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The IPA (International Phonetic Alphabet)

The IPA is used to notate the sounds of human languages, and contains over a hundred letter-like symbols, each of which represents a distinct phoneme (a minimal linguistic sound unit, such as a pure vowel or single consonant). The IPA was developed in the late 1800s, and by 1888 had developed into a unified system in which sounds were represented by the same symbols regardless of the language being transcribed. Researchers could now begin to transcribe Russian, French, English, or any other language with a coherent set of symbols which they knew conveyed the same meaning to any reader familiar with IPA conventions.

There have been a number of revisions of the IPA in the twentieth century, and a set of Extensions was also added in 1990, mainly to cover the transcription needs of those studying disordered speech. The Extension's symbols indicate such phenomena as stuttering, slurring, and whispering.

The IPA for English Students

The following is a brief introduction to the IPA, intended mainly for students of English language and literature who will use it only rarely to discuss the use of sounds in the texts they are analysing or to consider historical sound changes in the English language. It presents the symbols used to represent the main accents of English, and their approximate values. If you want more information, you will find many more in-depth guides to the IPA online and in print. See below for a bibliography and some suggested links.

Once you're feeling confident with the IPA, why not try the IPA Famous First Lines Quiz?

Conventions

There are a number of conventions which you should know about when you're using the IPA. Square brackets are employed to enclose phonetic transcriptions: [ʍɒt]. Slashes, when they enclose a single symbol, represent a phoneme; /m/ is the sound represented by the symbol "m" in IPA, rather than the letter "m" in the Roman alphabet. Sometimes, slashes are used to enclose whole transcriptions, but this is only done in special cases for phonemic transcription, which is not a type of transcription we will need here. Finally, angle brackets are used to represent a written form. So, we could make the statement that <ew> is pronounced [əʊ] in <sew>, but [ju:] in <few>.

Consonants

A consonant is a sound created by causing some kind of impediment to the air flowing from the lungs and out of the mouth or nose. The consonant sounds in the word <call>, for example, are created first by stopping the airflow with the back of the tongue and the soft palate (<c>) and second by obstructing the airflow by placing the tip of the tongue at the back of the teeth, diverting the flow out over the sides of the tongue (<ll>).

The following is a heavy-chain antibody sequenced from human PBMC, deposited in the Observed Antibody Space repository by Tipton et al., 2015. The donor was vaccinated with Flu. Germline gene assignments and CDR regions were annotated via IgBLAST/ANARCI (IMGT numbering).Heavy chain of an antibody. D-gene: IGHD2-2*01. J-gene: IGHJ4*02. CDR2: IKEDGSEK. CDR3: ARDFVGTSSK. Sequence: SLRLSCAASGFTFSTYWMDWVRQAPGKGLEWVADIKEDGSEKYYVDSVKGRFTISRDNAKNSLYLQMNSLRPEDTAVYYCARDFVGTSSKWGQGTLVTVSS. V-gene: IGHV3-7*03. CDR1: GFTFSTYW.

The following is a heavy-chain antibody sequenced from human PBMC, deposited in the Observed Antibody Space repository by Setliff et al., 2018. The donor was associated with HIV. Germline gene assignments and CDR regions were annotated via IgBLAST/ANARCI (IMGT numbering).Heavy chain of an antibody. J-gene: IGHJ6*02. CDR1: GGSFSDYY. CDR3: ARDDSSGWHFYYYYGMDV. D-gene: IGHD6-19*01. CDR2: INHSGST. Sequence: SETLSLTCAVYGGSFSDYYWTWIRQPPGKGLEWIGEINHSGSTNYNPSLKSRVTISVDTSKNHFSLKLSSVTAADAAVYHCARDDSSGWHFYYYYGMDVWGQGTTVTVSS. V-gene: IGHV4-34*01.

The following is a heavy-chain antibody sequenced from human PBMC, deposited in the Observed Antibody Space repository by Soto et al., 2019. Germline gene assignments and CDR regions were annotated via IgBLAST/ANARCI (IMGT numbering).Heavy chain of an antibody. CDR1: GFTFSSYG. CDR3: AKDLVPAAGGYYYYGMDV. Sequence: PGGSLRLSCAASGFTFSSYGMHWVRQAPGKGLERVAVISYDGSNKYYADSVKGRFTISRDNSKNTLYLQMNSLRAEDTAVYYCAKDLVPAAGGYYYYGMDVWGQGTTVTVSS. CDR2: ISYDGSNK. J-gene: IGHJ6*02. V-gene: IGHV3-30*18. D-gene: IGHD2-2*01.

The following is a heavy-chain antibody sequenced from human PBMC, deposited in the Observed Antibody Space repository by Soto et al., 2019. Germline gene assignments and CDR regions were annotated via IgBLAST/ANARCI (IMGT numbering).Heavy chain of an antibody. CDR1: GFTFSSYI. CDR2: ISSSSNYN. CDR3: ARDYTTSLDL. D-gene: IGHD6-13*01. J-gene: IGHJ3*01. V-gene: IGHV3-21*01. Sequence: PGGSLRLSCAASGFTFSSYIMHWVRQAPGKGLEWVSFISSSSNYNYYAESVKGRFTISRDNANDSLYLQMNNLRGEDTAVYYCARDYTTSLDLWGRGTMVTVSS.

The symbols usually used to represent English consonant sounds are as follows:

p pat pæt
b bat bæt
m mat mæt
f fat fæt
v vat væt
ʍ what ʍɒt (This is mainly heard in Scottish accents, otherwise it is generally pronounced identically with "w".)
w wit wɪt
θ teeth ti:θ
ð that ðæt
t tot tɒt
d dot dɒt
n not nɒt
s sit sɪt
z zit zɪt
ɹ rat ɹæt ("unrolled" r)
r rat ræt ("rolled" r, as in many Scottish accents, or in the Italian language.)
l lot lɒt
ʃ shot ʃɒt
ʒ leisure leʒə
j yet jet
k cat kæt
g got gɒt
ŋ thing θɪŋ
h hat hæt

Vowels

Vowels are sounds created without any impediment to the air flowing form the lungs out of the mouth. Different vowel sounds are formed by having various parts of the vocal tract (such as the tongue and lips) in different positions.

It is far more difficult to provide a summary of the vowels used in English, since vowels tend to vary far more dramatically between different accents than consonants do. You will also find that some websites or authors you read will interpret the IPA vowels slightly differently from each other. This seems to be a particular issue with the sound in <pen>, which you may see transcribed as either /e/ or /ɜ/

The table below gives most of its example words in RP, but some examples are given of how the sounds are used in other accents, particularly when they vary significantly from the RP pronunciation.

RP ExampleOther accentsTranscription
æpat--[pæt]
ɑ--pot (North American)[pɑt]
ɑ:partpout (South Africa)[pɑ:t]
a:--part (South Wales)[pa:t]
ɐ--part (New Zealand)[pɐt]
ɒpot--[pɒt]
ɔport--[pɔt]
o: --port (Autralia, S.Africa)[po:t]
epet--[pet]
e:--plate (South Wales)[ple:t]
əpatter--[pætə]
ɘ --pit (New Zealand)[pɘt]
ɜ pert--[pɜt]
ø-- pert (South Africa)[pøt]
i: peat--[pi:t]
ɪpit--[pɪt]
u:poo--[pu:]
ʊput--[pʊt]
ʌputt--[pʌt]
plate--[pleɪt]
pie--[paɪ]
ɔɪpoint--[pɔɪnt]
əʊpotent--[pəʊtənt]
pout--[paʊt]
ɪəpeer--[pɪə]
ɪæ--peer (South Africa)[pɪæ]
paired--[peəd]
ʊəpoor--[pʊə]


The quick brown fox jumps over the lazy dog
ðə kwɪk bɹaʊn fɒks dʒʌmpz əʊvə ðə leɪzi: dɒg

Further resources

Gimson, A. C., and A. Cruttenden Gimson's Pronunciation of English (Hodder Arnold, 2001).

Pullum, G. K., and W. A. Ladusaw Phonetic Symbol Guide (University of Chicago Press, 1996.)

Handbook of the International Phonetic Association: A Guide to the Use of the International Phonetic Alphabet. (Cambridge: Cambridge University Press, 1999.)


IPA Chart with sound samples for each symbol.

Sephonics, free software with many exercises related to using the IPA.